In one of our first articles, Pixels and Policy took a look at how virtual worlds can play an important role in community interaction by providing a cheap, accessible forum for discussion.
Now Second Life activists are strengthening our argument as they participate in the Rutgers University "16 Days of Activism Against Gender Violence" campaign.
Pixels and Policy takes a look at how gender activism is thriving in the Metaverse.
16 Days of Activism
The Center for Women's Global Leadership at Rutgers University initially planned the 16 Days of Activism program in order to increase awareness and promote dialogue related to gender discrimination and gender-related violence. Thanks to the collaborative tools virtual worlds provide, the movement took off.
Participation spans the real and the virtual, with real-world activist organizations and businesses operating alongside virtual organizations like Second Life's Left Unity Feminist Network . The virtual world might seem a strange place to lobby for the proper treatment of women in the workplace, but as our research has shown, real-world gender roles cross over into the virtual world with alarming ease.
One of Second Life's gender awareness activists, Scylla Rhiadra, was very kind in providing reams of information about planned events and the history of feminism and female activism in the Metaverse. Rhiadra's proselytizing and promotion of the 16 Days of Activism events in the virtual world has been persistent, and much of its success comes down to the diligent marketing Rhiadra has shown.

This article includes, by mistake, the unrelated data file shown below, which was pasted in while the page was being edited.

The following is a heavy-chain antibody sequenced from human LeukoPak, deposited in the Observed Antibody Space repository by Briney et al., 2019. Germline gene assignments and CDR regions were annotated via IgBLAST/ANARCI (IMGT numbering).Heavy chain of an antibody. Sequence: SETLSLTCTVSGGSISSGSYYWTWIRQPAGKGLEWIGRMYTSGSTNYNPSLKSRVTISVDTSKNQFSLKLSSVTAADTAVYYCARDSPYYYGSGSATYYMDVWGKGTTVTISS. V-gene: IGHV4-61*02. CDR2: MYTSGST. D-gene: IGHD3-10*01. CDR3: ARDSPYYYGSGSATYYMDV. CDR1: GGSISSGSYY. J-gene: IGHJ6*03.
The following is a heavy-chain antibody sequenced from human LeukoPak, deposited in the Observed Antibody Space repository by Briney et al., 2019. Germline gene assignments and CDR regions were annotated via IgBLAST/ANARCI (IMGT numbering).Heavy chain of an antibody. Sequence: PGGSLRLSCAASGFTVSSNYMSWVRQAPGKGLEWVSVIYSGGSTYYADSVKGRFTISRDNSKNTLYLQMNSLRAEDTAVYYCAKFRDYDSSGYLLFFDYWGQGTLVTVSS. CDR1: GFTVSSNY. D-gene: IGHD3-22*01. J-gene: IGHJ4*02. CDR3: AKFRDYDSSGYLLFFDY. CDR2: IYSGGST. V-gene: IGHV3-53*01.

During the course of our conversation, Rhiadra made the excellent point that the mass communication potential of virtual worlds makes them exceptional tools for spreading a message across physical and cultural barriers. Our research on the role of virtual protest during the recent Iranian elections supports this view.
The Second Life blog Prim Perfect also gave some space to the 16 Days of Activism, and a full list of the virtual events hosted in the Metaverse is available through their website.
How Virtual Conventions Are Shaping Our Discussions
The prevalence of 16 Days of Activism in the virtual world and across the Internet – Rutgers even has a special area of their website for event-relevant activism websites – shows that an increasing number of organizations and academic institutions realize the potential presented by the virtual world.
Whereas an event focused on promoting activism and gender discussion at universities may yield thousands of participants nationwide, opening the doors of a world like Second Life adds an addition 600,000 potential eyes and voices. While companies are also coming back to the Metaverse, small organizations and projects like the 16 Days of Activism program are nimble enough to navigate the fickle digital landscape.
The 16 Days of Activism campaign has been active for 19 years, but its expansion into virtual worlds means many potential voices are hearing about it for the first time. If even a portion of those new eyes and minds can be convinced to participate and come back in a year, the utility of virtual worlds will be even more evident for future convention planners.
Did we mention that the events being held in Second Life are free? Residents can hear excellent musical acts or discuss the role of gender violence in developing countries from the comfort of their own homes. The ability to contribute to an evolving dialogue and make a potential difference has never been easier, and this simplicity will likely draw previously apathetic proto-activists into the fray.
The convention may be digital, but the results are very real.